Some thoughts on the HBO and Sky television series Chernobyl, and it’s relation to other disasters.
I move to Houston Texas in August 2010 following living for three years in Aberdeen. Just before moving to Houston there was a massive disaster in the Gulf of Mexico, known widely as Deepwater Horizon, but known initially within the industry as the Macondo disaster. The incident featured a huge drilling rig, the Deepwater Horizon, suffering a catastrophic blow-out which lead to an explosion that killed eleven men on board.
This happened in April, four month before I went to Texas, but the effects were huge. By the time I arrived the company I was working for were changing the way they worked based on the preliminary findings into the disaster, and certain employees knew folk who had worked for or on the rig. Even more interestingly, was that BP employees were told to avoid telling local people they worked for the company - it was their well prospect that had blown up, despite many other companies involved. BP would end up having to pay out billions and billions to the communities on the Gulf affected because the explosion and deaths were just the beginning - it was the oil rushing out of the well and the inability to stop this from flowing that caused the massive amount of environmental problems for the area.
In 2016 a film starring Mark Whalberg was released about the disaster. I suggested it’d be a hard watch because of my links to the disaster, but when I did see it it turned out I was worried for no reason. The film was terrible - not well directed and badly acted in my view, but the biggest issue was the way that it approached the subject material. It turned a disaster into a hero film of sorts. It felt more like an action film than a thriller, one that made many of the panic and chaotic scenes that were likely horrifying in real life into, instead, action set pieces.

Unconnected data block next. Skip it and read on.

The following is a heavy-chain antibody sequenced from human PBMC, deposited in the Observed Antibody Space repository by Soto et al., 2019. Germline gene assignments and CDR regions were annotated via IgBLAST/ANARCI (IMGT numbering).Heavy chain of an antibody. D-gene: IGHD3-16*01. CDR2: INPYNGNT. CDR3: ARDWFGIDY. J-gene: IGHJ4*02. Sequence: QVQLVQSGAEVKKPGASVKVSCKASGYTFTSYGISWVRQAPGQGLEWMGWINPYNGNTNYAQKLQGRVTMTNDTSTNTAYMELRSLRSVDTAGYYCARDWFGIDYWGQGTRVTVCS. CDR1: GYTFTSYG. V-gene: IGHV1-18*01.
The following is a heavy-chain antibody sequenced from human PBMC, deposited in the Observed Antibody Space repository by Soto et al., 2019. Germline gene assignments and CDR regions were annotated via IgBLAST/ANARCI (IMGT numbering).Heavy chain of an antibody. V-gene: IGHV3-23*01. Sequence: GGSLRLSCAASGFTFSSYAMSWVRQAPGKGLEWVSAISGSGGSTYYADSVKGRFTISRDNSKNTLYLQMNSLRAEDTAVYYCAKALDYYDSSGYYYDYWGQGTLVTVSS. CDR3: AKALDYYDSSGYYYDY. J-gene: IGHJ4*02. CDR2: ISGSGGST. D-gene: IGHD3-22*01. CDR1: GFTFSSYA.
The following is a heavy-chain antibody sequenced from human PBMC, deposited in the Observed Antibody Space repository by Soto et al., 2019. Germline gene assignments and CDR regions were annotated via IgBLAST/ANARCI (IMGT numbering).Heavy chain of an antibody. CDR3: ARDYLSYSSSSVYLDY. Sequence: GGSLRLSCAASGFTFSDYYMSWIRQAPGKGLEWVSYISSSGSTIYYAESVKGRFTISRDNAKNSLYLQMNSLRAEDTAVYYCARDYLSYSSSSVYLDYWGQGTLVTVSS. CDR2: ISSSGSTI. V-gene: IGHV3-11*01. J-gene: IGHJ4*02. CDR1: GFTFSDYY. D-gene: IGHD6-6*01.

So it goes.
When I heard that there was a Chernobyl television series on the way I assumed it was going to be the same, but I couldn’t have been more wrong. Chernobyl revels in the facts (despite shuffling some of them around) and presents a lot of the show as a horror film, turning a terrifying and awful disaster into a non-sensationalised essay on what happens to people in disastrous consequences.
It makes me wonder what a show like it on Piper Alpha would be like. It gives me pause when thinking about the other disaster films about real events - ones that have turned the real events into big action pieces, and that now with the success of Chernobyl maybe more shows will take this tack.